The recent death of an Intern at the Bank of America office in London has raised questions over what seems to be standard practice in many industries when it comes to extreme work conditions and long hours. While the employee’s death cannot be directly attributed to the long hours and he may have had an unknown underlying condition, it certainly begs the question of the health effect of such long work hours? In the wake of the Intern’s death, Bank of America has proactively taken steps to review these practices. Below are a few thoughts they’ll come up against.
These extreme work hours have become normal and somewhat expected for employees and interns starting out in certain industries including law, banking, and medicine to name a few. For the employee putting in the long work hours they are eager to learn and climb the corporate ladder. In doing so, they’re willing to do what it takes and work without complaint. The carrot at the end of the internship is the illustrious job offer or a promotion for those already in regular employment. Many employees working these long hours receive perks that lessen the pain, such as compensated meals, transportation to and from the office and gym memberships to take a break during the long workday. These little perks go a long way in making the employee feel that there is someone looking out for them. Employees who have chosen these professions have somewhat resigned themselves to this is what it’s going to be if they’re going to succeed.
For many managers of these interns and newer employees, there’s a feeling that “I paid my dues, I worked these hours, now it’s your turn and if you can’t cut it, you’re not right for the company.” Their expectations are high and memory short of when they were required to work these hours. The question is, what’s the price of these extreme work hours?
From an HR perspective, we can certainly say that employee productivity significantly decreases after 8-10 hours of work per day. If that’s the case, you can only imagine what happens when you hit the 12 plus hour mark. Work output and quality are going to suffer considerably. Employee morale may also sink. Burnout is high and many employees, who may otherwise be top performers, decide it’s not the job for them and quit. This results in a loss of high quality talent. Many managers view this as self-selection but there’s also a financial and business cost to turnover. Additionally, there are serious risks to employees. Working these long hours has been attributed to an increase in depression, heart attack and drug and alcohol use, which has it’s own associated risks.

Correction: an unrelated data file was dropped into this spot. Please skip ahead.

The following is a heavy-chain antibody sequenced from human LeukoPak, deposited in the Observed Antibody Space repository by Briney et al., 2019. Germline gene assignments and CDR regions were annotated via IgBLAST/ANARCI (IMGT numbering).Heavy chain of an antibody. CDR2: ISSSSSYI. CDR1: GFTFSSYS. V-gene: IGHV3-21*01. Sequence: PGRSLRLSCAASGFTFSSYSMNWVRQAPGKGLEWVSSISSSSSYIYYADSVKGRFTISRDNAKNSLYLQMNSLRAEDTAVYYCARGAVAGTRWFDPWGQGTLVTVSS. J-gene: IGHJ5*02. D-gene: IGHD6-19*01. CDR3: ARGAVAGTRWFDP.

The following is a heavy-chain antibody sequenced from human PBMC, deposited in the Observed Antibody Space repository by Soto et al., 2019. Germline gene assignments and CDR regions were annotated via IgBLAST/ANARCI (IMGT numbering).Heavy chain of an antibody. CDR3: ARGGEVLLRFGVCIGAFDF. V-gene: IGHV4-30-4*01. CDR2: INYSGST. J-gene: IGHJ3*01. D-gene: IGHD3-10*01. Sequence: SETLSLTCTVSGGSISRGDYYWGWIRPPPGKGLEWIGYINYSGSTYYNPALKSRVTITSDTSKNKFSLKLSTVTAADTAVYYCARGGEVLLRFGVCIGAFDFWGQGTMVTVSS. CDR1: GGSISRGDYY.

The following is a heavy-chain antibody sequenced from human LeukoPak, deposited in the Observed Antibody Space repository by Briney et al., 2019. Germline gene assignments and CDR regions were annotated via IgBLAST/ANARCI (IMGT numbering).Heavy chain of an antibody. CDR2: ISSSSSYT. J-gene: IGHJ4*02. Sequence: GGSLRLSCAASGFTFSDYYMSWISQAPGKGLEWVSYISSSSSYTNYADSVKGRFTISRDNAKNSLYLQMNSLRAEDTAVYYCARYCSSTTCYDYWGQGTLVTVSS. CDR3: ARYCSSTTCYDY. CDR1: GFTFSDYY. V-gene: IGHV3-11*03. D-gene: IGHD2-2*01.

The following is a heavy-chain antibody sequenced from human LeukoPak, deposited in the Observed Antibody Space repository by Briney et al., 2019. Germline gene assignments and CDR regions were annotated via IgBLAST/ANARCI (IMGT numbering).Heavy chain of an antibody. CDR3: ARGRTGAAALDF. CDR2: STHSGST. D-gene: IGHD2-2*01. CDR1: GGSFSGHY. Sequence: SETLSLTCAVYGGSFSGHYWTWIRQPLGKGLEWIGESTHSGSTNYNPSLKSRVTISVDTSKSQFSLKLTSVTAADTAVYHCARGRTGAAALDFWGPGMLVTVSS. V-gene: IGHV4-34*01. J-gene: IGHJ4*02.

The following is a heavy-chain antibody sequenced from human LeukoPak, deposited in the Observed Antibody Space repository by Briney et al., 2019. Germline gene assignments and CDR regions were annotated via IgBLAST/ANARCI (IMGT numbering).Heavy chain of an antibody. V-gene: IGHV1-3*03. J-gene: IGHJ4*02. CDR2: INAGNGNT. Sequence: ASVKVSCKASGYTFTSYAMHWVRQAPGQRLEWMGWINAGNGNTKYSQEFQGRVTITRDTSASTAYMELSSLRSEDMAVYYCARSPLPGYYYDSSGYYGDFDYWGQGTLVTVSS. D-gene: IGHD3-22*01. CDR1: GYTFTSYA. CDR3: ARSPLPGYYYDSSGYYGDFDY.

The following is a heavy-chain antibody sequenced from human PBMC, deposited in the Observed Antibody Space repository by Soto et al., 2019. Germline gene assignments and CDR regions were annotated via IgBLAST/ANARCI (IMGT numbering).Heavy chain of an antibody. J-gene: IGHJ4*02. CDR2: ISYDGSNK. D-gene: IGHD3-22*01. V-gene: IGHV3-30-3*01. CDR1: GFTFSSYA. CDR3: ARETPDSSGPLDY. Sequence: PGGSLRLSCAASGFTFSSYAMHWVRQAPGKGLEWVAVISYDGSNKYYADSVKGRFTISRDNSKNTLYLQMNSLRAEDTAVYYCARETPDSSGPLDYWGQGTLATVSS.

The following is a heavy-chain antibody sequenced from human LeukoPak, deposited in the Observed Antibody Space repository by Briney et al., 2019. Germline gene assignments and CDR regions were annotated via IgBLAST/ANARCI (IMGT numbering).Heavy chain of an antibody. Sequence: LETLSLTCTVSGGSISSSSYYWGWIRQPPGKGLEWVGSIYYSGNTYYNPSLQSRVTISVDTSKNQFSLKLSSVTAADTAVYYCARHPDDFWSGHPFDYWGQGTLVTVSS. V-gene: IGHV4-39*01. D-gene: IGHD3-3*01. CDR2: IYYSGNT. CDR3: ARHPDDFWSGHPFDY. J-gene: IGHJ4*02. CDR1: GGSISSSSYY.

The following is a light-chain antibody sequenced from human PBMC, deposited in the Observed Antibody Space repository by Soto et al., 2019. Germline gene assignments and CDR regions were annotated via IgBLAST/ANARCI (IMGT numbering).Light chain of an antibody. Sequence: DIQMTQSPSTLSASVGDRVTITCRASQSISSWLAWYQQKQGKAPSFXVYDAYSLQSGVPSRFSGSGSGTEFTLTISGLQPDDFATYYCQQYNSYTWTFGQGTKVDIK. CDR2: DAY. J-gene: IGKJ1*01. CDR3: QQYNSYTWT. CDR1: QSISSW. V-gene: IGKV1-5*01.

While I don’t think Bank of America is going to uncover anything earth shattering they didn’t know, their probe into this death exposes a Human Resources issue that has long gone untouched. Dialogue around this topic will help minimize the risks. Some suggestions for both sides are:
Employees should know what is expected of them before accepting the job. Ask direct questions during the interview process about work hours and work expectations. Talk to recent interns or new hires about their experiences. Once you have all the facts, a more qualified determination can be made if the job is the right fit.
Employees should set themselves up to make life a little easier. Don’t live too far from the office. Think about setting up dry cleaning and/or grocery delivery. Some apartment buildings have concierge services to help with appointments that need to be scheduled during the day. Anything to relieve stress outside the office will be helpful.
Employers should be aware of the need for time off and the value it will bring. Employees will return refreshed and ready to hit the ground running.
Create an environment of open communication between the intern/employee and the Company.
Respect all employees.
It’s unrealistic to expect that the practice of extreme work hours is going to change, but risks can be minimized.